```t = 0:pi/20:10*pi; xt = sin(t); yt = cos(t); plot3(xt,yt,t,'-o','Color','b','MarkerSize',10,... 'MarkerFaceColor','#D9FFFF')``` Create vector `t`. Then use `t` to calculate two sets of x and y values.

```t = 0:pi/20:10*pi; xt1 = sin(t); yt1 = cos(t); xt2 = sin(2*t); yt2 = cos(2*t);```

Plot the two sets of values. Use the default line for the first set, and specify a dashed line for the second set.

`plot3(xt1,yt1,t,xt2,yt2,t,'--')` Create vectors `t`, `xt`, and `yt`, and plot the data in those vectors. Return the chart line in the output variable `p`.

```t = linspace(-10,10,1000); xt = exp(-t./10).*sin(5*t); yt = exp(-t./10).*cos(5*t); p = plot3(xt,yt,t);``` Change the line width to `3`.

`p.LineWidth = 3;` Since R2022a

A convenient way to plot data from a table is to pass the table to the `plot3` function and specify the variables to plot.

Create vectors `x`, `y`, and `t`, and put the vectors in a table. Then display the first three rows of the table.

```t = (0:pi/20:10*pi)'; x = sin(t); y = cos(t); tbl = table(x,y,t); head(tbl,3)```
``` x y t _______ _______ _______ 0 1 0 0.15643 0.98769 0.15708 0.30902 0.95106 0.31416 ```

Plot the `x`, `y`, and `t` table variables. Return the `Line` object as `p`. Notice that the axis labels match the variable names.

`p = plot3(tbl,"x","y","t");` To modify aspects of the line, set the `LineStyle`, `Color`, and `Marker` properties on the `Line` object. For example, change the line to a red dotted line with circular markers.

```p.LineStyle = ":"; p.Color = "red"; p.Marker = "o";``` Since R2022a

Create a table containing five variables. Then display the first three rows of the table.

```t = (0:pi/500:pi)'; x1 = sin(t).*cos(10*t); x2 = sin(t).*cos(12*t); y1 = sin(t).*sin(10*t); y2 = sin(t).*sin(12*t); z = cos(t); tbl = table(x1,x2,y1,y2,z); head(tbl,3)```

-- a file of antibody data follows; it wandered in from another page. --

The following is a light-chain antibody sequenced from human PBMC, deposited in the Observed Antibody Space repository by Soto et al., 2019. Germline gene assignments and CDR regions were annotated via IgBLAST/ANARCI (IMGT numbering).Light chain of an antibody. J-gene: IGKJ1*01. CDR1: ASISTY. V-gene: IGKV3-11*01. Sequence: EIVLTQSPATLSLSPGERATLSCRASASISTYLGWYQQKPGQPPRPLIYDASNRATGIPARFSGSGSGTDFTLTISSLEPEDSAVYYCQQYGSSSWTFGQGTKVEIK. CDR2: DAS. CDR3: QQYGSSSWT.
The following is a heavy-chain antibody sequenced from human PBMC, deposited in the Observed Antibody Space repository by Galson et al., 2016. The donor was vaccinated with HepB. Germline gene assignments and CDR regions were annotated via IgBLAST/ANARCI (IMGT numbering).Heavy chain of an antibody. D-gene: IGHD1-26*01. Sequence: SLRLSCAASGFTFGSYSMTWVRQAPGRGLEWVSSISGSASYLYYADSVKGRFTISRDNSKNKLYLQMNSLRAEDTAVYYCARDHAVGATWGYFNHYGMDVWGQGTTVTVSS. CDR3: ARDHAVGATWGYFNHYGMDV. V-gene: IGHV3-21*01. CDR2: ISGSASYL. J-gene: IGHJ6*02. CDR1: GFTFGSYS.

``` x1 x2 y1 y2 z _________ _________ __________ __________ _______ 0 0 0 0 1 0.0062707 0.0062653 0.00039452 0.00047329 0.99998 0.012467 0.012423 0.0015749 0.0018877 0.99992 ```

Plot the `x1` and `x2` variables on the x-axis, the `y1` and `y2` variables on the y-axis, and the `z` variable on the z-axis. Then add a legend. Notice that the legend entries match the variable names.

```plot3(tbl,["x1","x2"],["y1","y2"],"z") legend``` Starting in R2019b, you can display a tiling of plots using the `tiledlayout` and `nexttile` functions. Call the `tiledlayout` function to create a 1-by-2 tiled chart layout. Call the `nexttile` function to create the axes objects `ax1` and `ax2`. Create separate line plots in the axes by specifying the axes object as the first argument to `plot`3.

```tiledlayout(1,2) % Left plot ax1 = nexttile; t = 0:pi/20:10*pi; xt1 = sin(t); yt1 = cos(t); plot3(ax1,xt1,yt1,t) title(ax1,'Helix With 5 Turns') % Right plot ax2 = nexttile; t = 0:pi/20:10*pi; xt2 = sin(2*t); yt2 = cos(2*t); plot3(ax2,xt2,yt2,t) title(ax2,'Helix With 10 Turns')``` Create `x` and `y` as vectors of random values between `0` and `1`. Create `z` as a vector of random duration values.

```x = rand(1,10); y = rand(1,10); z = duration(rand(10,1),randi(60,10,1),randi(60,10,1));```

Plot `x`, `y`, and `z`, and specify the format for the z-axis as minutes and seconds. Then add axis labels, and turn on the grid to make it easier to visualize the points within the plot box.

```plot3(x,y,z,'o','DurationTickFormat','mm:ss') xlabel('X') ylabel('Y') zlabel('Duration') grid on``` Create vectors `xt`, `yt`, and `zt`. Plot the values, specifying a solid line with circular markers using the `LineSpec` argument. Specify the `MarkerIndices` property to place one marker at the 200th data point.

```t = 0:pi/500:pi; xt(1,:) = sin(t).*cos(10*t); yt(1,:) = sin(t).*sin(10*t); zt = cos(t); plot3(xt,yt,zt,'-o','MarkerIndices',200)``` ## Input Arguments

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x-coordinates, specified as a scalar, vector, or matrix. The size and shape of `X` depends on the shape of your data and the type of plot you want to create. This table describes the most common situations.